In the Vietnamese capital of Hanoi on Tuesday, President Obama celebrated the dynamism of the fast-growing country.
He also met with dissidents and encouraged the government to improve its human rights record.
Like a growing number of American tourists, Obama seems to be enjoying himself in Vietnam.
The president snacked on noodles in Hanoi's Old Quarter on Monday night but admited he didn't hazard a dash across the busy streets, buzzing with motorbikes.
Obama's not the first American president to visit Vietnam, but he is the first to have come of age after the war ended.
He thanked an older generation of leaders — including Republican Sen. John McCain of Arizona, who is a former POW, and Secretary of State John Kerry, who also served — for paving the way to more normal diplomatic relations.
"Because our veterans showed us the way, because warriors had the courage to pursue peace, our people are closer than ever before," Obama said.
The president hopes to strengthen those ties with a new trans-Pacific trade deal, though it's controversial in the U.S.
The deal is designed to boost the U.S. profile in Asia and provide a counterweight to China's growing military and economic might.
"You'll be able to buy more of our goods, made in America," Obama told the audience. "There are strategic benefits: Vietnam will be less dependent on any one partner, and enjoy broader ties with more partners, including the United States."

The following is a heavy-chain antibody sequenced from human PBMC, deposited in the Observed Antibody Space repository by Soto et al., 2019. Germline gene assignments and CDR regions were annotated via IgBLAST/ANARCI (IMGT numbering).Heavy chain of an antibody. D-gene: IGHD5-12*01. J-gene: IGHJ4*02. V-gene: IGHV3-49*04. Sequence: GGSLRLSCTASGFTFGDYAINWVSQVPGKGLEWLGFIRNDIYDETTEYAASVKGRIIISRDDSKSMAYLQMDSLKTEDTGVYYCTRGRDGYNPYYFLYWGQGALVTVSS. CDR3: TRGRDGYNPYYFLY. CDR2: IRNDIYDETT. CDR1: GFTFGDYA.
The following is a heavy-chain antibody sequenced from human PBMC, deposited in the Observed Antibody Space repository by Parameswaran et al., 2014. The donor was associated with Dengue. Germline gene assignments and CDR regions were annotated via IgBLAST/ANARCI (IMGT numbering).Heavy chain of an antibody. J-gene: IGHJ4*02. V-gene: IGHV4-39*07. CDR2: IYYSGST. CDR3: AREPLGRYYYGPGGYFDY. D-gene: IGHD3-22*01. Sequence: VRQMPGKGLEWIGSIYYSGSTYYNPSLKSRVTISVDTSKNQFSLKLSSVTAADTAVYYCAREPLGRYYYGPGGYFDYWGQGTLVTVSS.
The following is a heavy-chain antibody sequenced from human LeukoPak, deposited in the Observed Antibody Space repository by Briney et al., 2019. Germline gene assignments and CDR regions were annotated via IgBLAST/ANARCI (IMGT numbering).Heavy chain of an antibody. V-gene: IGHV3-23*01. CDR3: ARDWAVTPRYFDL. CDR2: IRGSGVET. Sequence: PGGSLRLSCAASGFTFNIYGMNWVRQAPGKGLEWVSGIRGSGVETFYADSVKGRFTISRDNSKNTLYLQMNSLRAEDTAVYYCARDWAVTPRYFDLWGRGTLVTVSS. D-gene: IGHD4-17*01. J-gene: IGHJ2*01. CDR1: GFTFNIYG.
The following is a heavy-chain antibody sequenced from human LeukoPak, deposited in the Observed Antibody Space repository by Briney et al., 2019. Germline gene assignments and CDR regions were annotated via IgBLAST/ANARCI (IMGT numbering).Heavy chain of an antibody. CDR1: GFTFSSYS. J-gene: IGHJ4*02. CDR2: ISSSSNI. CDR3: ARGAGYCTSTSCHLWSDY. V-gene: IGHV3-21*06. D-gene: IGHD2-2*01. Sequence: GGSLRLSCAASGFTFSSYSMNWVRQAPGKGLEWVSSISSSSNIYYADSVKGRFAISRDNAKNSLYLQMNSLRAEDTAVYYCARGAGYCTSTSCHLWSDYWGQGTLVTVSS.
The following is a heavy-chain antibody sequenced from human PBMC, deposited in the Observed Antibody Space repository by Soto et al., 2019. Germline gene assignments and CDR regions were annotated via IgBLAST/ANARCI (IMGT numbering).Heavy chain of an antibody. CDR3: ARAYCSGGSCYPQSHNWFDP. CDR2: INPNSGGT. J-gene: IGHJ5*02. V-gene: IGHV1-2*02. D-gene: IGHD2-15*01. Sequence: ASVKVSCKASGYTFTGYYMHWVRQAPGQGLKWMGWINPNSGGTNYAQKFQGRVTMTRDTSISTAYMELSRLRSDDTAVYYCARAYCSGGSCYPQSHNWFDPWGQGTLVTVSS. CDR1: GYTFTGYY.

The trade deal requires Vietnam to adopt labor and environmental reforms. Obama also pressed for political reforms such as freedom of assembly.
He notes that while he was able to meet with some human rights activists on Tuesday, others were barred from attending.
"It is my view that upholding these rights is not a threat to stability but enhances stability and is the foundation of progress," Obama said.
He acknowledged that reform won't happen overnight, but pledged the U.S. will continue to be a partner to Vietnam.
Obama suggested that's a hopeful example to other parts of the world, that even the most intractable conflicts can give way to a brighter, more cooperative future.